Because the Screen Reclamation CTSA is the DfE Program's first CTSA and will serve as a model for CTSA's developed for other DfE industry projects, it presents a full discussion of the methodologies that are used to develop the comparative environmental and human health risk information. The methodologies presented include: Environmental Releases and Occupational Exposure Assessment, Population Exposure Assessment, Risk Assessment, Performance Demonstration, Screen Reclamation Chemical Usage, and Cost Analysis. By presenting this information in its entirety, the DfE Program hopes to make the evaluation process completely visible so that others will be able to conduct some of these analyses independently.
Most of the methodologies that are applied in this analysis are standard methodologies that the Office of Pollution Prevention and Toxics' (OPPT) Existing Chemicals Program uses, except for the Performance Demonstration, Chemical Usage, and the Cost Analysis Methodologies that will be discussed in more detail later in this section. The human health hazard information was drawn from both literature searches and from public databases such as the Integrated Risk Information System (IRIS). Hazard information including carcinogenicity, chronic health hazard and developmental toxicity was compiled when available.
Aquatic toxicity data were taken from literature when available but otherwise structure activity relationships were used to estimate six types of aquatic toxicity. Release and exposure estimates were based on values derived from product usage and work practices information obtained from the Workplace Practices Questionnaire completed as part of the DfE project as well as industry sources.
Performance Demonstration Methodology
To collect performance and cost information on alternative screen reclamation products, EPA's Office of Research and Development and the DfE Program conducted a demonstration of the performance of alternative screen reclamation products.
This type of analysis is not usually part of the work done by the Office of Pollution Prevention and Toxics' Existing Chemicals Program. The performance demonstration methodology summarizes how performance information was collected during both laboratory and production run demonstrations with alternative screen reclamation products. The methodology was developed jointly by EPA, screen printers, and product manufacturers and it governs the demonstration of products in the laboratory and in the field.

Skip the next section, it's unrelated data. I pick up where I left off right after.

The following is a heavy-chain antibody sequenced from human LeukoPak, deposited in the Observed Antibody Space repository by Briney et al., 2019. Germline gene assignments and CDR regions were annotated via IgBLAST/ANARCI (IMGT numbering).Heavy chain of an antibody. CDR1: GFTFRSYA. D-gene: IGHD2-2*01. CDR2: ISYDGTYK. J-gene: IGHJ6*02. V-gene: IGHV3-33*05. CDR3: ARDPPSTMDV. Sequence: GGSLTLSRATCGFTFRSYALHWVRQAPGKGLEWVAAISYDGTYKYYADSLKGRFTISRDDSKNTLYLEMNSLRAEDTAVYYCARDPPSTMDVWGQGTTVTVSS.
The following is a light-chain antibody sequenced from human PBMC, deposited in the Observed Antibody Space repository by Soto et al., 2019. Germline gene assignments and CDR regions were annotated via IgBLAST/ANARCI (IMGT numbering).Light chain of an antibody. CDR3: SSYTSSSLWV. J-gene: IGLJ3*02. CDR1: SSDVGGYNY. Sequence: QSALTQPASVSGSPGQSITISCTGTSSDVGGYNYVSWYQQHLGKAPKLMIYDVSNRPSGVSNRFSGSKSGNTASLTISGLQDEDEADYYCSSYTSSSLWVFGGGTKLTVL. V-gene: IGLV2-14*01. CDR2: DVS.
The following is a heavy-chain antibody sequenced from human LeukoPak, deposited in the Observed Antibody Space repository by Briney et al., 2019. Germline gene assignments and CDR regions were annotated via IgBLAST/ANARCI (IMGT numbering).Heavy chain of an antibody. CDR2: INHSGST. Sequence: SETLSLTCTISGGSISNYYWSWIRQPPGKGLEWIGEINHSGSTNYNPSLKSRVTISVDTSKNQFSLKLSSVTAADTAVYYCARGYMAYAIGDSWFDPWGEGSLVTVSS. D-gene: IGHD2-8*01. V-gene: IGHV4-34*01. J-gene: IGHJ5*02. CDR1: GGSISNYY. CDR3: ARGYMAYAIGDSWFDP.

Performance data were collected for 11 alternative screen reclamation product systems and one alternative technology. First, performance data were collected for the alternative product systems in a laboratory setting at The Screen Printing Technical Foundation (SPTF).
Then, in thirty-day production runs at 23 volunteer facilities field performance information was collected on alternative screen reclamation systems, including information on the time spent on ink removal, volume of products used, and appearance of the screen following each step in the reclamation process. It should be noted that the performance demonstrations are not rigorous scientific investigations. Instead, a large portion of the performance information outlinesthe printers' experiences with and opinions of these products as they were used in production runs at their facilities. The DfE Program will be developing four performance demonstration case studies for distribution to industry based on the more effective demonstrations.
Chemical Usage Methodology
Since there was no resource available providing specific screen reclamation chemical volumes or cost information, the DfE Program worked with industry to develop techniques to estimate both the chemical volume and basic cost information for the methods evaluated.
Chemical volume information is necessary to complete both the cumulative exposure estimates and the basic cost comparisons.
The methodology for determining chemical usage summarizes the assumptions and calculations used to estimate the annual national totals of chemicals used in screen reclamation. The Use Cluster Analysis of the Printing Industry and The Workplace Practices Questionnaire for Screen Printers developed as part of the DfE Printing Project, the Screen Printing Association International 1990 Industry Profile Study and expert opinion estimates, were used to develop an estimate of the chemical volumes. The information needed to develop the estimates included the average screen size, the per screen volume of each type of reclamation product, market shares, the number of screens cleaned yearly, and the number of screen printing operations. The screen size, in conjunction with the amount of product used or purchased and the number of screens cleaned, was used to determine the per screen product usage. Typical formulations were then used to determine the chemical breakdown of the reclamation products. Combining this information resulted in estimates of the volumes for each of the chemicals involved in screen reclamation.
Cost Analysis Methodology
A cost methodology was developed to estimate the costs of baseline screen reclamation, as well as the cost of six alternative chemical, technological and work practice substitutes. The cost estimation methodology is intended to reflect standard industry practices and uses representative data for the given screen reclamation substitutes. For each substitute method, annual facility costs and per screen costs were estimated for individual facilities (those involved in the performance demonstrations) whose operations were characteristic of the given substitute method. For the hypothetical baseline facility, the total annual cost and per screen cost were estimated for reclaiming six screens (2,127 in or 14.7 ft ) per day. In addition, each 2 2 facility's costs were normalized to allow cross-facility comparisons, particularly with the baseline scenario. Normalized values adjust product usage, number of screens cleaned, and number of rags laundered at demonstration facilities to reflect the screen size and number of screens cleaned per day under the baseline scenario.